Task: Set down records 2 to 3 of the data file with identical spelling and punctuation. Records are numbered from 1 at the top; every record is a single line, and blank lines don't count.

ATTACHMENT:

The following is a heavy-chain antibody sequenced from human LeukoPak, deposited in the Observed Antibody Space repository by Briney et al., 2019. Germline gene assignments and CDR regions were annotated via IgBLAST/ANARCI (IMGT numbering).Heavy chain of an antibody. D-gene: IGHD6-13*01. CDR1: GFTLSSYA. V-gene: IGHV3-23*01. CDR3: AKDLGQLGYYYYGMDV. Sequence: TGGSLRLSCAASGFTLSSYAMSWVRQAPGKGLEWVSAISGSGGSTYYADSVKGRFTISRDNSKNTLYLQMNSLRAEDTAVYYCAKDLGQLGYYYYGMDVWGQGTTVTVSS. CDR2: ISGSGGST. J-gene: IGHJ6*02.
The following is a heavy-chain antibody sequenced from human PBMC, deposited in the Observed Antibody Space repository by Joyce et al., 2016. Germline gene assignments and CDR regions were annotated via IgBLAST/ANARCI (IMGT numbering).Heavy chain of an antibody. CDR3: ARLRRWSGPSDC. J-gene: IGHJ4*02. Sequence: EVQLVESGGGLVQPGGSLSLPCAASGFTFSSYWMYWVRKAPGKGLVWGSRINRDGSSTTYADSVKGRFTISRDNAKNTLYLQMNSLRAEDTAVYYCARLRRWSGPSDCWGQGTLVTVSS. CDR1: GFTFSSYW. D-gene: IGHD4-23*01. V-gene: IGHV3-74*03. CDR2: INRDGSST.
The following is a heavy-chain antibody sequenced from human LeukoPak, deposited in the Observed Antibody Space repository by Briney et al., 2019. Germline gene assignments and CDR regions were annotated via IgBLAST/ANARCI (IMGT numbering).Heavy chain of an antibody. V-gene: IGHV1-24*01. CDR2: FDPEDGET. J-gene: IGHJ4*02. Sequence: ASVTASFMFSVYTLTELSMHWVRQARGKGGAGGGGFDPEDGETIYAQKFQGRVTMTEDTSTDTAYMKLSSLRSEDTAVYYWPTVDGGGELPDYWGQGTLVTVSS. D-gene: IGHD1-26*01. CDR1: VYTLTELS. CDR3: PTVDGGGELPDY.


The following is a heavy-chain antibody sequenced from human PBMC, deposited in the Observed Antibody Space repository by Joyce et al., 2016. Germline gene assignments and CDR regions were annotated via IgBLAST/ANARCI (IMGT numbering).Heavy chain of an antibody. CDR3: ARLRRWSGPSDC. J-gene: IGHJ4*02. Sequence: EVQLVESGGGLVQPGGSLSLPCAASGFTFSSYWMYWVRKAPGKGLVWGSRINRDGSSTTYADSVKGRFTISRDNAKNTLYLQMNSLRAEDTAVYYCARLRRWSGPSDCWGQGTLVTVSS. CDR1: GFTFSSYW. D-gene: IGHD4-23*01. V-gene: IGHV3-74*03. CDR2: INRDGSST.
The following is a heavy-chain antibody sequenced from human LeukoPak, deposited in the Observed Antibody Space repository by Briney et al., 2019. Germline gene assignments and CDR regions were annotated via IgBLAST/ANARCI (IMGT numbering).Heavy chain of an antibody. V-gene: IGHV1-24*01. CDR2: FDPEDGET. J-gene: IGHJ4*02. Sequence: ASVTASFMFSVYTLTELSMHWVRQARGKGGAGGGGFDPEDGETIYAQKFQGRVTMTEDTSTDTAYMKLSSLRSEDTAVYYWPTVDGGGELPDYWGQGTLVTVSS. D-gene: IGHD1-26*01. CDR1: VYTLTELS. CDR3: PTVDGGGELPDY.